The Bridges This Generation Will Cross
Just like every other form of entertainment, electronic or otherwise, videogaming is constantly changing and redefining itself with the passage of time. Newer technology makes these changes possible, as the canvas for the development of videogames becomes more and more detailed and complex. Videogames have undergone a transformation that fails to dawn on many gamers. This great industry has gone from the earliest days of primitive Pong and classic arcadia to, eventually, the world of 3D that we know so well today. The period in between has spanned everything from the day of the Intellivision, to Nintendo's dominance of the 8-bit era. We've seen the Super Nintendo and Sega Genesis clash in the 16-bit period, and then we watched as the days of 2D melted away into the third dimension, featured on the Sony PlayStation, the Sega Saturn, and the Nintendo 64. But now, videogaming is ready to take another leap. As the industry prepares to make the transition into the 128-bit generation, we're all bracing ourselves for the changes this jump in technology will bring with it. There's no doubt videogaming will be altered by this group of technical behemoths. The question we must now ask is how our videogames will be changed by the generation of 'computer entertainment.'
The most obvious change gaming goes through with the passage of time is cosmetic. The aesthetics of our videogames grow more pleasing to the eye and ear with each passing generation, and this in itself is a huge alteration to gaming. As shallow as this may be in reality, the improvement of aesthetics in videogaming has a direct correlation with the growth of the industry itself. The industry grows because the eye-candy in titles creates interest, and this is a key reason that videogaming is now a seven-billion-dollar-a-year industry. However, technological advancement is not merely economic. The progression of videogame consoles is what makes new gaming experiences possible. Gaming has gone from touting 'marvelous 8-bit color' as the crème de la crème of visual presentation, to forcing these titles into obscurity as the hardware inevitably progressed. The classics of the industry did indeed have the purest gameplay ever developed, but the experiences that developers could incorporate into their videogames were lacking because of the canvas on which they painted. As technology progressed, developers were able to come closer to realizing their visions, and presenting them onscreen. For example, the adventure genre exploded after videogame consoles reached 32-bits, as this development made possible games like Resident Evil and Tomb Raider. So can we expect this to happen in the next few years as well? It's difficult to say. Technology has ways of surprising us, but the changes that are being brought by this year's consoles are not nearly as monumental as the introduction of 3D was by the previous group of consoles. However, technology's impact is different for every genre of videogaming. The genre that will most likely undergo the most drastic change will be that of fighting. Even though the genre's gameplay in its most basic sense may not be everlastingly changed, the way we look at them may very well be altered significantly. Gamers should be on vigil for more brawlers to hit the markets in full 3D. Also, don't be surprised by fighters that feature a much deeper level of strategy than what we're used to. Titles like Kengo: Master of Bushido may become commonplace as developers quest to ring the last drop of water out of this generation's technical sponge.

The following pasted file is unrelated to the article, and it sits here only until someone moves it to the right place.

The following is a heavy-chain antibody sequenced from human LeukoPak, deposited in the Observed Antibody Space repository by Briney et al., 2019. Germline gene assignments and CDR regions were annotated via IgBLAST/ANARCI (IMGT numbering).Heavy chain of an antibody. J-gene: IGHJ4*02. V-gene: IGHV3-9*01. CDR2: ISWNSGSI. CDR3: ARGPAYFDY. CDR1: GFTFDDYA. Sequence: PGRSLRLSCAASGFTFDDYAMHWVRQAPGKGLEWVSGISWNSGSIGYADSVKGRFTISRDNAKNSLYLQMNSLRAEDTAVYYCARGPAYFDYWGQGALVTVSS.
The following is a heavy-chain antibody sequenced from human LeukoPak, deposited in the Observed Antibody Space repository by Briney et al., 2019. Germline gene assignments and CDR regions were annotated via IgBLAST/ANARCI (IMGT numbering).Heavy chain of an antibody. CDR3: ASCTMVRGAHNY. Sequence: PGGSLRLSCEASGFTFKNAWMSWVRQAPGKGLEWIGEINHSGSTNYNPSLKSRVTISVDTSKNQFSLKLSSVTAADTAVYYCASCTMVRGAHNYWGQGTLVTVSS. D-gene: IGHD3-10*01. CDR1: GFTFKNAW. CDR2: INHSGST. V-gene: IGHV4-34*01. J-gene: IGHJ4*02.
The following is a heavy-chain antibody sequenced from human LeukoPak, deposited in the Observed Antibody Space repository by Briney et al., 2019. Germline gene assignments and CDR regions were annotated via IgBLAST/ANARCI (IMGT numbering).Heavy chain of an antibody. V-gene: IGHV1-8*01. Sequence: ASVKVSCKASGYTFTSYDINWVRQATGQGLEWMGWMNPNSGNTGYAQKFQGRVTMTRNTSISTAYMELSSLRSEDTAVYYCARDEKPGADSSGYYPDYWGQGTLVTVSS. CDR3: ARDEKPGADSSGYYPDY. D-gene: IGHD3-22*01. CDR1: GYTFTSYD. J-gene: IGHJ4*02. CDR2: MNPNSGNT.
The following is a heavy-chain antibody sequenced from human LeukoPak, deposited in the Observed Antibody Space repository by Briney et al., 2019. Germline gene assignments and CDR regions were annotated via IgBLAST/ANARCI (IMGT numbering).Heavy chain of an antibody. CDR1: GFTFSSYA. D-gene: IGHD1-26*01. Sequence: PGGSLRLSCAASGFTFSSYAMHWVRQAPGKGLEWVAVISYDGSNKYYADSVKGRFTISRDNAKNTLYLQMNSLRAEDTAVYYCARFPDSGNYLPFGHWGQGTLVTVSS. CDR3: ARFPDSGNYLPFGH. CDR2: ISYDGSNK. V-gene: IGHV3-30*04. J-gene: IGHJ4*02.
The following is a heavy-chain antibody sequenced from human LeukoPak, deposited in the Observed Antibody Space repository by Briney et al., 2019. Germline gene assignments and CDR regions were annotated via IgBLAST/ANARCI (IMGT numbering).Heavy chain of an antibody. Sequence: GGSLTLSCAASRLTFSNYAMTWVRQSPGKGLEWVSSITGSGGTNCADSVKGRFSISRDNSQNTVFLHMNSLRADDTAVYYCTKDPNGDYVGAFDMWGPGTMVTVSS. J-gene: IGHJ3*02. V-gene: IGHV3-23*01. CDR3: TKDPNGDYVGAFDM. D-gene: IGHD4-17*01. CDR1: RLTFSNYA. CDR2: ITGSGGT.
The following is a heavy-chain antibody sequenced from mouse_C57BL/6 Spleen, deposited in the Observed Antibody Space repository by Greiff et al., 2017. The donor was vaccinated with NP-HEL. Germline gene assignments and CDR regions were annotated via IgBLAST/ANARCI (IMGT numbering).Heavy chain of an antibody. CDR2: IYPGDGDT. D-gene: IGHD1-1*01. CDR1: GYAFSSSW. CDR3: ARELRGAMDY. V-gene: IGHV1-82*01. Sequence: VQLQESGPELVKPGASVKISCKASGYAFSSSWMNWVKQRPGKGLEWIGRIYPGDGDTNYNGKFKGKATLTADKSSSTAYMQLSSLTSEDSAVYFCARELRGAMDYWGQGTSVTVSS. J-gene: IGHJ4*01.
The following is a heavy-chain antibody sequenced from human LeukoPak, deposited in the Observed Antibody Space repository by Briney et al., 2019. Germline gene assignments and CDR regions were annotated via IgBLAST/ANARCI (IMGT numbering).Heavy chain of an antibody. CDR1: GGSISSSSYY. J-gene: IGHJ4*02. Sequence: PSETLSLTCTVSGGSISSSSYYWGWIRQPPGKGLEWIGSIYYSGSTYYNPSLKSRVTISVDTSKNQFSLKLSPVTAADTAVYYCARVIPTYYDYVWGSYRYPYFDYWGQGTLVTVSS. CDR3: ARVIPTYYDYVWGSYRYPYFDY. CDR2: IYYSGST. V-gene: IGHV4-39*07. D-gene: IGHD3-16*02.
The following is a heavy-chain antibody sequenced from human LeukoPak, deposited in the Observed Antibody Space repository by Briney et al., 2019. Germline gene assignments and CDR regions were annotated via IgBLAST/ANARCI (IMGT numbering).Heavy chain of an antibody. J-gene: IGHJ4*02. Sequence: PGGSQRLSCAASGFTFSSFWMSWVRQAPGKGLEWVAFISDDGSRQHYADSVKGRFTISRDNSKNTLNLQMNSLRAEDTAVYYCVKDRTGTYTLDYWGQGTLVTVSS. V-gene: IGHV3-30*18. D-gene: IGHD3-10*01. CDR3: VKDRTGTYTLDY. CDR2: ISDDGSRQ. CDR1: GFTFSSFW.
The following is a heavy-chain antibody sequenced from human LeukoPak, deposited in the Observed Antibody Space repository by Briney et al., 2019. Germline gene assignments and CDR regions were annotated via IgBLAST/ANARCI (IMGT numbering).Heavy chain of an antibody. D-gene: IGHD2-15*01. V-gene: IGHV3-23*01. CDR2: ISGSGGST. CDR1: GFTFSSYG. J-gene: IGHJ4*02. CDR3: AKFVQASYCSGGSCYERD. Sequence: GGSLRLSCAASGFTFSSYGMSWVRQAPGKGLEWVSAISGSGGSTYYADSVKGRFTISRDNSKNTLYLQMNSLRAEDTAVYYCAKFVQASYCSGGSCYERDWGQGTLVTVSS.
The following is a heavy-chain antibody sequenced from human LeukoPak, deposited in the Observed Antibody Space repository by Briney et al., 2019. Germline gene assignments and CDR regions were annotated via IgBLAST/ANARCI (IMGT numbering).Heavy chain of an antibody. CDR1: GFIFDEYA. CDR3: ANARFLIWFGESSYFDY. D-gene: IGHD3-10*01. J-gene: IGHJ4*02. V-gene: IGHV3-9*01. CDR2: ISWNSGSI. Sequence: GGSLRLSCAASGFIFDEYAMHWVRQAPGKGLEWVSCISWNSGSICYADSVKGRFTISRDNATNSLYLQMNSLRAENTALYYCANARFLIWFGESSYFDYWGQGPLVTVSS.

However, technology can have a much broader impact on videogaming as well, as technology can certainly prove to be a savior of the industry. After the great videogame crash of 1984, it was Nintendo's relatively advanced technology that pulled videogaming out of its grave. However, the industry certainly needs no savior now (in terms of sales, that is), as the industry's economics are skyrocketing past any projections made years ago. So what can we expect to change in gaming because of the new consoles? Well, the technology of the 128-bit systems has undeniable potential. It has the potential to use newfound polygons and processing power to fill this industry with games exhibiting quality beyond anything we've ever seen. However, my fear is that the technology will not be used correctly, and the current trend may very well continue. It's certainly possible for developers to continue to go after the money by using the visuals in their titles as a crutch; in turn abandoning the facets of a quality videogame that are truly important. That's what seems to be happening to games today, and I fear that this new generation will merely continue on the precedent set by the previous group of systems by once again paying no mind to gameplay, replay value, and premise; in turn relying on the graphic development team to conjure public interest in the game. It would certainly be a shame to see this kind of gift wasted, but gaming no longer has a conscience. The almighty dollar reigns supreme over the industry now, and quality seems to be fading like chivalry in modern society.
11/24/2000 Bryan Keers